Initial Coin Offerings, or ICOs, have been around since 2013, but as their popularity has grown, so too has the regulatory scrutiny surrounding them grown. One huge point of contention from government regulators is how to classify ICOs.
By the regulators own admissions the ICOs can transform, starting as a security, but later transforming into a commodity or other asset type. According to CFTC Commissioner Brian Quintenz
ICOs, these things can transform. They may start their life as a security from a capital-raising perspective but then at some point (…) turn into a commodity
This confusion has led to the creation of something called the Simple Agreement for Future Tokens (SAFT), which is meant to help investors skirt the confusion over the classification of ICO tokens. The SAFT was seen as necessary because utility tokens issued before the network is functional could be considered securities based on the Howey Test, leading to future legal problems for investors.
Under Section 5 of the Securities Act of 1933 it is illegal to issue unregistered securities, and those breaking this law can face severe monetary penalties, and up to 5 years in federal prison.
Even the secondary markets that facilitate trade in the tokens could find themselves liable if they aren’t properly registered as a broker-dealer, exchange or alternative trading system. And if an organization issues tokens which they claim are not securities must use a registration exemption, or evaluate the “Blue Sky” securities laws of all states in which token buyers reside.
How SAFT Agreements Work
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The SAFT framework hopes to resolve uncertainties regarding ICO investing for both the issuer and the investor. It is designed to be used with tokens that the issuer believes will be classified as a utility in the future. The SAFT agreement itself is a security and it specifies the delivery of a given quantity of tokens to the holder once a network or application has been developed that can use the tokens.
By using the SAFT the issuer and investors are betting that the SEC will not classify the tokens as securities at the later date when they are being used as utility tokens for an application or network. This avoids the possibility of the tokens being classified as a security during the ICO process when there is no existing use case for the tokens.
As a basic explanation, the SAFT will work like this:
- The developer of a decentralized, token based network creates an SAFT agreement with accredited investors. The SAFT specifies how much the investors will pay for the right to collect tokens at a later date, once the network or application is functional. There is usually a discount rate for this purchase and there are no tokens issued at this time. The developers will complete and file all appropriate forms with the SEC.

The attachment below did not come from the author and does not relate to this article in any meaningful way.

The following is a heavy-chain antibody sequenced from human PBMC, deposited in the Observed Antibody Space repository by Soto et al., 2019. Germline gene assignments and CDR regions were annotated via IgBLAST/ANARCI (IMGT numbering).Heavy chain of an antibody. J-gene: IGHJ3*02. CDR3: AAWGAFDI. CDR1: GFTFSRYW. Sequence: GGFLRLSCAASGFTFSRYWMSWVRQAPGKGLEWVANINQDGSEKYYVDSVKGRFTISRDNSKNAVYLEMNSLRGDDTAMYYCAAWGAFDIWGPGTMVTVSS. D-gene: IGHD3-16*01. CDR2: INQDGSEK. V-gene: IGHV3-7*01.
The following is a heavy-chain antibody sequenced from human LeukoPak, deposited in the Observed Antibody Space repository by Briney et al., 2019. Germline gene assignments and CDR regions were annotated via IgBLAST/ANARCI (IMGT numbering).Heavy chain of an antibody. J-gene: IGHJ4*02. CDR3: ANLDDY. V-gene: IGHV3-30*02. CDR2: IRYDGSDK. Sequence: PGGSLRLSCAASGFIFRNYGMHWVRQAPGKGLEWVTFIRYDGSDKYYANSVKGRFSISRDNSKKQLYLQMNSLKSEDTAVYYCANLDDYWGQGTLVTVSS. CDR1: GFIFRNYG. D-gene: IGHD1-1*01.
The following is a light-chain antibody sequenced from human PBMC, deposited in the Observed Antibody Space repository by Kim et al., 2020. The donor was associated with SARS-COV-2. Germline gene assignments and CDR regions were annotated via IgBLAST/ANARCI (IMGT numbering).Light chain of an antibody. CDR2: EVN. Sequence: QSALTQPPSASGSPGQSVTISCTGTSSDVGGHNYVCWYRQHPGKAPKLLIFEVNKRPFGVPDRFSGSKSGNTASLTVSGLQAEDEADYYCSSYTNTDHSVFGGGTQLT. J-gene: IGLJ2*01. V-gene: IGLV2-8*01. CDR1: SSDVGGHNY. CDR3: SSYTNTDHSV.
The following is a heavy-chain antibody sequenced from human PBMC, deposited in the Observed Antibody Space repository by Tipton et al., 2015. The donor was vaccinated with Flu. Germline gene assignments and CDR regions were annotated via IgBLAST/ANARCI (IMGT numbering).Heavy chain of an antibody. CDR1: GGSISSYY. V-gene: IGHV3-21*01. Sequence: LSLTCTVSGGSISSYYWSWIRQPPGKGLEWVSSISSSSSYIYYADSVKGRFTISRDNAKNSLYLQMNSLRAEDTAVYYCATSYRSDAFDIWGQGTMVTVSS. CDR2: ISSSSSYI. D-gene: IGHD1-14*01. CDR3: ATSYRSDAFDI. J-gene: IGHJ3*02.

- The developer uses the received funds for the development of the network or application. There is typically no timeline for this and it could take months, or it could take years. There are still no tokens issued during this development phase.
- Once the developer has created a basic network functionality they create the tokens and release them to their SAFT investors. The investors can hold the tokens or they are free to sell them immediately to realize a profit.
- Now that the network is functioning the tokens are utility tokens, and the developers can freely sell tokens to the public without needing an SAFT.
SAFTs Used in ICOs
The SAFT framework has allowed blockchain projects looking to conduct an ICO that attracts U.S. investors to remain compliant with U.S. securities laws and financial regulations. This means we have seen some of the largest ICOs using SAFT agreements.
One well known project which used an SAFT agreement was Filecoin, which raised more than $257 million in its ICO. These funds will be used to develop its planned decentralized cloud storage platform.
More recently the instant messaging app Telegram utilized an SAFT agreement to attract U.S. investors, and subsequently reportedly raised $850 million during its token pre-sale.
Benefits of SAFT Agreements
By creating a two-step process the SAFT framework is allowing start-up blockchain projects to secure financing that actually fits with the stage of development and intent of the token. By following the framework as outlined in the SAFT white paper a project can have a token sale that is compliant with current SEC regulations, and avoid excessive risk. More importantly, it affords institutional investors the confidence to participate in token sales that might otherwise be questionable in the U.S. from a legal perspective.
SAFT Whitepaper Creator. Source: Marco Santori